U.S. antitrust enforcers, amending a suit against the National Association of Realtors (NAR), said the trade group’s revised policy on Web listing of properties is still anticompetitive.

The new claim, filed yesterday by the Justice Department in federal court in Chicago, said the policy continues to let brokers “opt out” of providing their properties to a multiple-listing service, or MLS, thus giving traditional agents an advantage over discount brokers.

The amended policy allows “traditional brokers to block the customers of Web-based competitors from using the Internet to review the same set of MLS listings that the traditional brokers provide to their customers,” the government said in the new complaint. “It suppresses technological innovation, discourages competition on price and quality and raises barriers to entry.”

The NAR didn’t immediately return a voicemail message left with spokesman Steve Cook seeking comment on the Justice Department’s amended complaint.

The suit will have no effect on the Western Washington real-estate market because the Northwest MLS is not affiliated with the NAR, and does not allow brokers to withhold any listings from full dissemination (unless a property owner declines to have his or her property in the MLS).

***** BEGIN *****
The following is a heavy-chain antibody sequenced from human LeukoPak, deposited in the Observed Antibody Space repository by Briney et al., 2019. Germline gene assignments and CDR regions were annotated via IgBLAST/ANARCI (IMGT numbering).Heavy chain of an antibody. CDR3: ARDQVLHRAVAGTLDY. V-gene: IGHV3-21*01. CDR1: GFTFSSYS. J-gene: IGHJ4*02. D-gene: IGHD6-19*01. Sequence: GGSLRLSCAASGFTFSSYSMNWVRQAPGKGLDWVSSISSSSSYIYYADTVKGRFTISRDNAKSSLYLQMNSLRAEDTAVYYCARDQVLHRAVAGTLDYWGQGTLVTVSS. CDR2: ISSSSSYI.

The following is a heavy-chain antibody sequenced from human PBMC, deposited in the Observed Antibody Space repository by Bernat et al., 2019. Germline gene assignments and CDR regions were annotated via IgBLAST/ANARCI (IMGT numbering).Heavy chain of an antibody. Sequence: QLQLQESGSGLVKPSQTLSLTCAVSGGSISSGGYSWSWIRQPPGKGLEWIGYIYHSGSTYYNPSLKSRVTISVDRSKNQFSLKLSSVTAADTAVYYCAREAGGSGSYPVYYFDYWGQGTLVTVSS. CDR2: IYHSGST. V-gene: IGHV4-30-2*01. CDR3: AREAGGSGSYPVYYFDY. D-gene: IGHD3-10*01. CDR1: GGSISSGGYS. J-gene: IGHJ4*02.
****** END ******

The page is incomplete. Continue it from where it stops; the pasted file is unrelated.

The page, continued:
Goodyear Tire & Rubber

Production cut after hurricane

Goodyear Tire & Rubber, the world’s biggest tire maker, has cut back production at its North American plants by 30 percent due to Hurricane Rita’s disruption of the raw materials supply. Goodyear shares fell 83 cents yesterday to close at $14.94.

The company is assessing the impact that higher production, raw material and transportation costs will have on financial results in the third and fourth quarters.

The disruption affects nine plants in the United States and three in Canada. Goodyear has 34 tire plants worldwide.

The North American plants produce most of the tires sold there. Goodyear sells more than 200 million tires a year worldwide, and about half are sold in North America, Goodyear spokesman Keith Price said yesterday. He did not know if there would be any temporary layoffs.


Nasdaq may get exchange status

The Securities and Exchange Commission (SEC) yesterday proposed granting exchange status to the Nasdaq Stock Market, a change that would allow the computerized trading system to gain independence from its regulator, the NASD.

The SEC will gather public comment on the proposal for 30 days before making a final determination.

The Nasdaq, created as a subsidiary of the NASD, applied to the SEC to become an exchange in 2000. The application was delayed mainly because of a dispute over how Nasdaq handles orders to buy or sell a stock when it hits a specified price, said a March 29 report by the Congressional Research Service.

Unlike the New York Stock Exchange, which gives priority to the lowest sell and highest buy orders, Nasdaq allows traders to match buy and sell orders from their own order books even if higher buy or lower sell prices are available elsewhere.

Compiled from Seattle Times business news staff, Reuters, The Associated Press and Bloomberg News